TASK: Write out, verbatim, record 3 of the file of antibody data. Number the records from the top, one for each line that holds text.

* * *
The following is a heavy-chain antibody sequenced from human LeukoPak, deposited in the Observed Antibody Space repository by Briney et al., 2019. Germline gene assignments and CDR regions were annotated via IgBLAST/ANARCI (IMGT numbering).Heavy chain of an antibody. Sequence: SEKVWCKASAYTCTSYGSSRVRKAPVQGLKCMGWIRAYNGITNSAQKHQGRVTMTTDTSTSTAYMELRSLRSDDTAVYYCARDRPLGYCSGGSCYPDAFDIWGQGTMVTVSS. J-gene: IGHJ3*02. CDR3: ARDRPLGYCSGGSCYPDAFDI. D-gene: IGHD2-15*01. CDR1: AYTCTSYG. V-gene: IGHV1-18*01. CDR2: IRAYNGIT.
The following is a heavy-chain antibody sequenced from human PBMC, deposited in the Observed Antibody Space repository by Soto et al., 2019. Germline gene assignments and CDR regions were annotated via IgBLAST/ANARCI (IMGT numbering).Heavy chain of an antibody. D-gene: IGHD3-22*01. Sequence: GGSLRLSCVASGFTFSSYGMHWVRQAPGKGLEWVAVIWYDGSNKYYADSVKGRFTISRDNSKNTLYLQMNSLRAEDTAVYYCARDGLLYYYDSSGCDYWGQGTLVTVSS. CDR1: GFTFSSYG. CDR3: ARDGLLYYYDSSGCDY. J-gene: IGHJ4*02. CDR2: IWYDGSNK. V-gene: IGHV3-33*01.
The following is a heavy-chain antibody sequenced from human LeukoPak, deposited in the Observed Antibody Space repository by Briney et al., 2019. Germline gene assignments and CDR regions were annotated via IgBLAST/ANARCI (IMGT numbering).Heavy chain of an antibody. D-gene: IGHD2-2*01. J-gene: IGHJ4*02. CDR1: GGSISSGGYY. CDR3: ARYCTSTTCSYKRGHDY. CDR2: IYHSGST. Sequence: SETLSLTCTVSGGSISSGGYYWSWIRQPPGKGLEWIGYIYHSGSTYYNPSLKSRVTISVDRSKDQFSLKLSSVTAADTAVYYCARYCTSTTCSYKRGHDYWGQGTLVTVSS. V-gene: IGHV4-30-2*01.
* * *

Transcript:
The following is a heavy-chain antibody sequenced from human LeukoPak, deposited in the Observed Antibody Space repository by Briney et al., 2019. Germline gene assignments and CDR regions were annotated via IgBLAST/ANARCI (IMGT numbering).Heavy chain of an antibody. D-gene: IGHD2-2*01. J-gene: IGHJ4*02. CDR1: GGSISSGGYY. CDR3: ARYCTSTTCSYKRGHDY. CDR2: IYHSGST. Sequence: SETLSLTCTVSGGSISSGGYYWSWIRQPPGKGLEWIGYIYHSGSTYYNPSLKSRVTISVDRSKDQFSLKLSSVTAADTAVYYCARYCTSTTCSYKRGHDYWGQGTLVTVSS. V-gene: IGHV4-30-2*01.